Mazdzer ends his World Cup season

Chris Mazdzer, of Saranac Lake, pushes off at the start of a luge training run during the 2018 Olympics in Pyeongchang, South Korea. Mazdzer announced Friday his World Cup season was over due to an injury. (AP file photo — Wong Maye-E)

LAKE PLACID — As the result of a neck injury incurred in mid-January, 2018 Olympic silver medalist Chris Mazdzer has ended his luge season. He will return to the United States on Monday to be examined by USA Luge team doctor and orthopedic surgeon, Dr. Eugene Byrne, of Lake Placid Sports Medicine.

“Tomorrow (Saturday) will officially be my last World Cup of the season,” Mazdzer posted on Instagram Friday night. “I have been fighting through some injuries that simply cannot be ignored any longer and on Monday, I will be heading back to the U.S. to figure out exactly what is wrong.”

The injury took place as he pulled from the start handles to begin a singles training run at the recent World Championships.

“This isn’t how I wanted my season to end, but I am excited to see what I can do at 100 percent again because as the season got underway, I was not 100 percent. It’s important to listen to the body … although I typically am of the mentality to push through anything … and look at the long-term goal of Beijing. I always hate the feeling of letting people down but luckily my teammates, and especially my doubles partner Jayson Terdiman, understand and are incredibly supportive.”

Mazdzer, a three-time Olympian who resides in Saranac Lake and Salt Lake City, is in Oberhof, Germany for this weekend’s World Cup series event. He and doubles partner Jayson Terdiman will race Saturday and Sunday, but will miss the World Cup finals Feb. 23-24 in Sochi.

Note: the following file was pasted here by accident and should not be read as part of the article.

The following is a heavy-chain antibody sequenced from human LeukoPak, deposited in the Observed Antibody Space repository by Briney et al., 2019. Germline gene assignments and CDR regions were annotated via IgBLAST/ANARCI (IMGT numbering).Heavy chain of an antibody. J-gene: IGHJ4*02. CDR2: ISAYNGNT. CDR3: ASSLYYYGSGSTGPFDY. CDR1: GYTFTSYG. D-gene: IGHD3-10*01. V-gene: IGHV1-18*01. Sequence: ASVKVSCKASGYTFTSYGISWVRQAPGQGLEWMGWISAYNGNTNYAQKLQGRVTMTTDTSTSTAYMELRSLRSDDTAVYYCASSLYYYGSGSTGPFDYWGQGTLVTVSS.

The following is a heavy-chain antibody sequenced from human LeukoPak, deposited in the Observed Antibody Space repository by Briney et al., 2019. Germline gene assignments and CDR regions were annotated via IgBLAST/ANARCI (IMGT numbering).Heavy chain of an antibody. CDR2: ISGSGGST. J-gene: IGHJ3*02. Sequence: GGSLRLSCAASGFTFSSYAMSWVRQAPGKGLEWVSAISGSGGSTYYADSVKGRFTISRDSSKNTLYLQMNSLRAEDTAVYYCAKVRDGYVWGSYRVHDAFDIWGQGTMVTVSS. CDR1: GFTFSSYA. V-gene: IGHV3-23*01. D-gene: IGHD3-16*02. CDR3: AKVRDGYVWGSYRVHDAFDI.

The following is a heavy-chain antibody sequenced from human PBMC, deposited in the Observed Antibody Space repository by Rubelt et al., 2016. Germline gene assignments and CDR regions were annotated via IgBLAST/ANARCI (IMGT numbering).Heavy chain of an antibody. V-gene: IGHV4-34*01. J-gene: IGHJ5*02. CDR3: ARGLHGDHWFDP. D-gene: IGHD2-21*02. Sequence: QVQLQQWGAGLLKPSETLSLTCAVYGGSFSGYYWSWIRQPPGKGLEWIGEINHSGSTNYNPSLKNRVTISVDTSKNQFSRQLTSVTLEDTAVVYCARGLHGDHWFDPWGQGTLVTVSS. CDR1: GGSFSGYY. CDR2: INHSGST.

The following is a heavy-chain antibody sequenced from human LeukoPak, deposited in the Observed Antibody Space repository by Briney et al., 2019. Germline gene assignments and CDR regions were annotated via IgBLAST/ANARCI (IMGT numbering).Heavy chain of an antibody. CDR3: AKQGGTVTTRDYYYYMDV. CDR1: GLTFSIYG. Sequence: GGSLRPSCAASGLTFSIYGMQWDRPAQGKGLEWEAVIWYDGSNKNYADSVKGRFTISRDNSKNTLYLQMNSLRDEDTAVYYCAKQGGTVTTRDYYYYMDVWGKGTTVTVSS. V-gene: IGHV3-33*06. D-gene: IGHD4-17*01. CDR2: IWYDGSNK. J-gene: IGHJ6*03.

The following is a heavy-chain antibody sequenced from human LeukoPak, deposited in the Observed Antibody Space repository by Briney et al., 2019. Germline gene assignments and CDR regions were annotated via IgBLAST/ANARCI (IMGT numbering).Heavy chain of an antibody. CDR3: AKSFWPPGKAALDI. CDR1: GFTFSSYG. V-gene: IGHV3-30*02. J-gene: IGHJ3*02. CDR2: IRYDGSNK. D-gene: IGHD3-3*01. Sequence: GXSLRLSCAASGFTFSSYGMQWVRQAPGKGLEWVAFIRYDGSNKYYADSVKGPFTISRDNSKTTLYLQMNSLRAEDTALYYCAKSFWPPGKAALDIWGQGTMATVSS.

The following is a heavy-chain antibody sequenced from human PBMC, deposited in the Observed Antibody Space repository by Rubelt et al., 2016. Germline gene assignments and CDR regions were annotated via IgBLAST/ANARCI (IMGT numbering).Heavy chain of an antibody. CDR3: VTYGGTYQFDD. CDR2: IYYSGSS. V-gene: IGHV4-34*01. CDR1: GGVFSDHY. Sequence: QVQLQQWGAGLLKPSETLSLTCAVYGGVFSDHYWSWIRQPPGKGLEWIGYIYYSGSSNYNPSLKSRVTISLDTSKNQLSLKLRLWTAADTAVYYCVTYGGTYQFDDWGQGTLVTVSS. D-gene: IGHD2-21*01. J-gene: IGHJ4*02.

The 30-year-old said, at the World Championships last month, that he felt something in his neck as he got the training run underway. The luge veteran was able to safely guide his sled through the entire course, and then spent the next 11 days getting treatment and rest to allow him to participate in the season’s highlight event.

With medical guidance, Mazdzer decided he could not race in singles, sprint singles, doubles, sprint doubles and the team relay over three days. He opted to enter just the doubles, doubles sprint and team relay. His best result was a fifth place in the sprint doubles with Terdiman.

The Mazdzer-Terdiman duo had been training and competing together since Oct. 15 in Lake Placid, where they decided to rejoin after 10 years apart. They won a pair of Junior World Championship doubles medals in 2007 and 2008 when they last raced together.

“Of course, this isn’t how we wanted our season to end, but it is in both of our best interests to get him home and seek the medical attention he needs,” said Terdiman, a 2014 and 2018 Olympian from Berwick, Pennsylvania. “We are thinking about the big picture and our eyes are set on Beijing. We are hoping that ending this season earlier will allow Chris the time to recover so we can get as much out of this summer as possible.

“We showed a lot of promise in our first year back together with the Sprint Cup medal in Lake Placid, the team relay medals in Calgary and Koenigssee, and a bunch of top 10 results. All of this was with Chris not at full physical potential, (so) I’m excited to see what we can do with him completely healthy and with more training together. I want to wish our teammates continuing in Sochi the best of luck. We have a great team and it’s an honor to be a part of it.”

Competing in singles and doubles on this winter’s World Cup tour, Mazdzer was the busiest athlete in the sport.

Had he opted not to partner with Terdiman, the U.S. would have had no doubles sleds on the tour this season, thus removing them from racing in team relays. The early end to the World Cup season will leave the American team absent from the final team relay in Sochi. Ironically, that relay was never on the original schedule, but became a make-up race when the team relay in Altenberg last weekend was snowed out.